Hydrometeorological disasters in urban areas of Costa Rica, Central America
Quesada Román, Adolfo
Villalobos Portilla, Ernesto
Campos Durán, Daniela
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Tropical countries are subjected to natural disasters which cause substantial human and economic losses. Coping with disasters in tropics requires to improve our understanding of the frequency and distribution of hydrometeorological disaster events. These assessments are scarce in many developing countries, despite rapid urban expansion and lacking efficient public policies. Costa Rica’s location over the Intertropical Convergence Zone, its mountainous landscapes, and vulnerability generate risks conditions for urbans centers. Here, we analyze the Greater Metropolitan Area of Costa Rica (GAM in Spanish), a region that concentrates 65% of the national population. We analyze the hydrometeorological disasters occurrence and distribution in the GAM as well as a population and social indicators analysis to identify spatial patterns of demographic growth. Our results indicate that 5987 hydrometeorological disasters events were reported in the GAM between 1970 and 2018. From this total, 63.7% were floods, 35.3% landslides, 0.9% droughts and 0.1% storms. Coupling historical natural disasters and public policies to an urban sprawl continuous process in the GAM is a critical tool for land use planning and disaster risk reduction decision makers. Results from this study can enhance our understanding on the spatiotemporal characteristics of natural disasters in developing and/or tropical countries urban areas.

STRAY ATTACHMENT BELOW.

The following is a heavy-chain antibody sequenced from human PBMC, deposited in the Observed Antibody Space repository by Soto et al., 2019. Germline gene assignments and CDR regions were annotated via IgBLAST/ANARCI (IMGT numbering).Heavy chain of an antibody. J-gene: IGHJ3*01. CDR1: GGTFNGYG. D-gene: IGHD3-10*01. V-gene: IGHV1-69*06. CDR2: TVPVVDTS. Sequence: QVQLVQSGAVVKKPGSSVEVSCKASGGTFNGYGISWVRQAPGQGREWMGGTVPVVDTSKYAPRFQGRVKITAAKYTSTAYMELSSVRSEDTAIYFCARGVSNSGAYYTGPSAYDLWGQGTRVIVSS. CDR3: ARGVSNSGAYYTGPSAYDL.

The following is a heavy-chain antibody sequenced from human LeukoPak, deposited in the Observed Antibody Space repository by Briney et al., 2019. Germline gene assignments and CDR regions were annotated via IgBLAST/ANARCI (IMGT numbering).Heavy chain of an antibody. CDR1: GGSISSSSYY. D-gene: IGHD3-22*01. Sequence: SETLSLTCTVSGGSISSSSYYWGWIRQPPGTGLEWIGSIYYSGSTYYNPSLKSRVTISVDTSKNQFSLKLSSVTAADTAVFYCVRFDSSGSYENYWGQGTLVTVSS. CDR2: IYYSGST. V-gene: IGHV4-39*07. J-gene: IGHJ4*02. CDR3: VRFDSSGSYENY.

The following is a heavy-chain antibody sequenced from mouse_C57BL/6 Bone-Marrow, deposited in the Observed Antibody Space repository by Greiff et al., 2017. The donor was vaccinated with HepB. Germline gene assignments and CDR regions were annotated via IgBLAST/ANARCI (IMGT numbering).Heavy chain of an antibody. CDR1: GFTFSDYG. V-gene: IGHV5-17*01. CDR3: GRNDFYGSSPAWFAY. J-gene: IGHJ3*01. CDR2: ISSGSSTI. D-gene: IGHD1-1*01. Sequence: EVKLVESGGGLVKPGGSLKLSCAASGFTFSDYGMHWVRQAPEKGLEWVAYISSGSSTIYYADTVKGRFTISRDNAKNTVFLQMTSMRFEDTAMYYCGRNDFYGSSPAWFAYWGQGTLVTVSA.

External link to the item10.1080/17477891.2020.1791034
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